A model for bipartisan support
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Seven years ago, the federal government launched an experiment to encourage private sector investment in local solutions to address some of our country’s most stubborn social challenges. The idea could have easily been mistaken for something devised by Ayn Rand – as public funds flowed only to projects that first won the support of private funders who were willing to put up two-thirds of the total costs. Once this private funding was in place, and the project was seen as replicable in other regions around the country, the federal government would provide the remaining third of the project costs, while also demanding rigorous transparency, auditing, and evaluation of the overall effort. The program was the Obama-era Social Innovation Fund (SIF), which was eliminated in the current federal budget, despite having demonstrated the rare Washington trifecta of being bipartisan, highly-effective and cost-efficient.

For a president who views himself as a savvy negotiator, the de-funding of a program that literally yields a 2:1 return on the federal government’s investment is a short-sighted choice, and a poor business decision. Over the program’s seven year history, $352 million in federal funding leveraged over $700 million in local and private funds. Unfortunately, within the first months of the Trump administration the program was gutted as part of the dramatic reduction of funding to the federal Corporation for National and Community Service.

For a Congress looking to better leverage public funding and preserve high-impact programs affecting a broad set of localities and regions, and serving a diverse swath of Americans, it would be wise to fight to extend the SIF, or reshape the core concepts into something new.

The original concept for SIF brought together lawmakers from both sides of the aisle who recognized the program’s smart investment strategy. The program was able to create impact at scale and showed a direct return on investment in communities as diverse as Tulsa, Okla.; Kansas City, Mo.; Newark, N.J. and Cleveland.

A great example of this public-private model was launched by the City of New York in 2010, when a $30 million SIF grant generated over $60 million in private funding to implement and evaluate several new programs aimed at fighting poverty. The project reached over 18,000 individuals across eight partner cities, with programs ranging from employment initiatives to education efforts. Partners offered financial literacy services to nearly 10,000 individuals, connected nearly 3,000 individuals with employment, helped 1,100 individuals earn employment wage gains, and enabled 425 young adults to earn their high school equivalency diplomas.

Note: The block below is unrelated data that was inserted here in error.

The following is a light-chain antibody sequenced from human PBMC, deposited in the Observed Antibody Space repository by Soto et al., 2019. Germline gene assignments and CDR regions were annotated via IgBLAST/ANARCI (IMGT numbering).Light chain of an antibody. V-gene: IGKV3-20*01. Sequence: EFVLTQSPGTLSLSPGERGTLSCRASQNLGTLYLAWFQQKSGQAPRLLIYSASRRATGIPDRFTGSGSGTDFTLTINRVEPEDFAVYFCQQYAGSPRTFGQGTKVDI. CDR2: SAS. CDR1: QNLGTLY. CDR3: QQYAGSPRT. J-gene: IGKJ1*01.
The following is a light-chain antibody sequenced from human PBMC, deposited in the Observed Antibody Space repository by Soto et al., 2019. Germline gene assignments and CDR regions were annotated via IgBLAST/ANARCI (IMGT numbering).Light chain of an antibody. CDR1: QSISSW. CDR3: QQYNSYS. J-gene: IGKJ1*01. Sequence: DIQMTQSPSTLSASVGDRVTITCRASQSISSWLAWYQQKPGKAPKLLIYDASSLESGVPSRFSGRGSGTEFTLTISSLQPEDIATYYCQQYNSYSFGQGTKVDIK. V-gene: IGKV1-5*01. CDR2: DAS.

In addition to providing service supports for thousands directly, the program culminated in valuable evidence for effective and efficient models that have begun to be replicated by other cities and the federal government – because they were shown to get real results.

A more recent model of social innovation in action was launched in 2016, when a second SIF grant was awarded to New York City– this time pairing the scale and muscle of government, the creative risks of philanthropy, and the tenacity of non-profit partners to tackle the mental health crisis affecting our city and nation, through Connections to Care.

In New York City alone we know that 1 in 5 New Yorkers’ experience a mental health disorder in a given year. Nationally, 42.5 million Americans struggle with mental illness and substance misuse each year.

Connections to Care is part of First Lady Chirlane McCray’s ThriveNYC – a comprehensive mental health plan for New York City which looks to both change the culture surrounding mental health care, and bolster community-based health and mental systems to better support thousands who should be part of a continuum of care, but are not. In its first year, over 900 non-healthcare staff from community-based partner organizations have been trained in various evidence-based mental health modalities. Already, over 6,800 people have benefitted from the work, and over five years, we anticipate the initiative will provide mental health services to up to 40,000 New Yorkers. But more importantly the work can serve as a model for low-cost, evidence-based interventions around an issue impacting every community, urban and rural, in the country.

It is clear that the challenges of a community cannot be addressed by government alone. But the elimination of this powerful federal funding model – which to date has received bipartisan support and a long record of successes – undercuts shared investments between communities, government, and the private sector. This work is our shared commitment and a smart investment that all lawmakers, regardless of party, should support.

Bloch is Executive Director of the Mayor’s Fund to Advance New York City.